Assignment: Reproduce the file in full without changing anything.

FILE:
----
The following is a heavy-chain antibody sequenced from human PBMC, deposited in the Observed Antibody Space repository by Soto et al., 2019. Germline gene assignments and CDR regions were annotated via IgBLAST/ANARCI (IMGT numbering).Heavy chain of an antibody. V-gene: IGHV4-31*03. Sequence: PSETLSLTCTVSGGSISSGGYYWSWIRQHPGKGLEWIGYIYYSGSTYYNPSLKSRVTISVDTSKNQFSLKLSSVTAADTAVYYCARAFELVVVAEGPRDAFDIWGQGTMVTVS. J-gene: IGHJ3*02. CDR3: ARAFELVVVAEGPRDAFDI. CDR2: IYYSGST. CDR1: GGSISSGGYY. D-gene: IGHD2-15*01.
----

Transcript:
The following is a heavy-chain antibody sequenced from human PBMC, deposited in the Observed Antibody Space repository by Soto et al., 2019. Germline gene assignments and CDR regions were annotated via IgBLAST/ANARCI (IMGT numbering).Heavy chain of an antibody. V-gene: IGHV4-31*03. Sequence: PSETLSLTCTVSGGSISSGGYYWSWIRQHPGKGLEWIGYIYYSGSTYYNPSLKSRVTISVDTSKNQFSLKLSSVTAADTAVYYCARAFELVVVAEGPRDAFDIWGQGTMVTVS. J-gene: IGHJ3*02. CDR3: ARAFELVVVAEGPRDAFDI. CDR2: IYYSGST. CDR1: GGSISSGGYY. D-gene: IGHD2-15*01.